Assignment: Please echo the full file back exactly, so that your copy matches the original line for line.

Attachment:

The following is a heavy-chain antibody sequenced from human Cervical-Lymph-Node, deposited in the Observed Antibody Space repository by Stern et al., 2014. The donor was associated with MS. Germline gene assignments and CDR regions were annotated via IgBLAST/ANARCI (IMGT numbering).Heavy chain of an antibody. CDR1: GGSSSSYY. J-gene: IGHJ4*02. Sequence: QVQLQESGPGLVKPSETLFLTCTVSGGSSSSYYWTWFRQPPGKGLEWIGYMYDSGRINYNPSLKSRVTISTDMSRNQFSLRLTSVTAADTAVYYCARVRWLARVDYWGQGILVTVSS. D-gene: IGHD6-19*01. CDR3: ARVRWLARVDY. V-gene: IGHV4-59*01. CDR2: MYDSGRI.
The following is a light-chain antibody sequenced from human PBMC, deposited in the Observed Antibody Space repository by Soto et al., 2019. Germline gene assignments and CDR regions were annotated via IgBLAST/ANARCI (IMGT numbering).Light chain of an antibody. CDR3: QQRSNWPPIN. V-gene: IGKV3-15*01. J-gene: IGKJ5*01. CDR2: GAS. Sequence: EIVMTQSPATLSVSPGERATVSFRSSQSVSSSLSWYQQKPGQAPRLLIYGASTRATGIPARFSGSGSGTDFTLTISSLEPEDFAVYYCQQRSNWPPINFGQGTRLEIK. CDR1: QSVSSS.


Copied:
The following is a heavy-chain antibody sequenced from human Cervical-Lymph-Node, deposited in the Observed Antibody Space repository by Stern et al., 2014. The donor was associated with MS. Germline gene assignments and CDR regions were annotated via IgBLAST/ANARCI (IMGT numbering).Heavy chain of an antibody. CDR1: GGSSSSYY. J-gene: IGHJ4*02. Sequence: QVQLQESGPGLVKPSETLFLTCTVSGGSSSSYYWTWFRQPPGKGLEWIGYMYDSGRINYNPSLKSRVTISTDMSRNQFSLRLTSVTAADTAVYYCARVRWLARVDYWGQGILVTVSS. D-gene: IGHD6-19*01. CDR3: ARVRWLARVDY. V-gene: IGHV4-59*01. CDR2: MYDSGRI.
The following is a light-chain antibody sequenced from human PBMC, deposited in the Observed Antibody Space repository by Soto et al., 2019. Germline gene assignments and CDR regions were annotated via IgBLAST/ANARCI (IMGT numbering).Light chain of an antibody. CDR3: QQRSNWPPIN. V-gene: IGKV3-15*01. J-gene: IGKJ5*01. CDR2: GAS. Sequence: EIVMTQSPATLSVSPGERATVSFRSSQSVSSSLSWYQQKPGQAPRLLIYGASTRATGIPARFSGSGSGTDFTLTISSLEPEDFAVYYCQQRSNWPPINFGQGTRLEIK. CDR1: QSVSSS.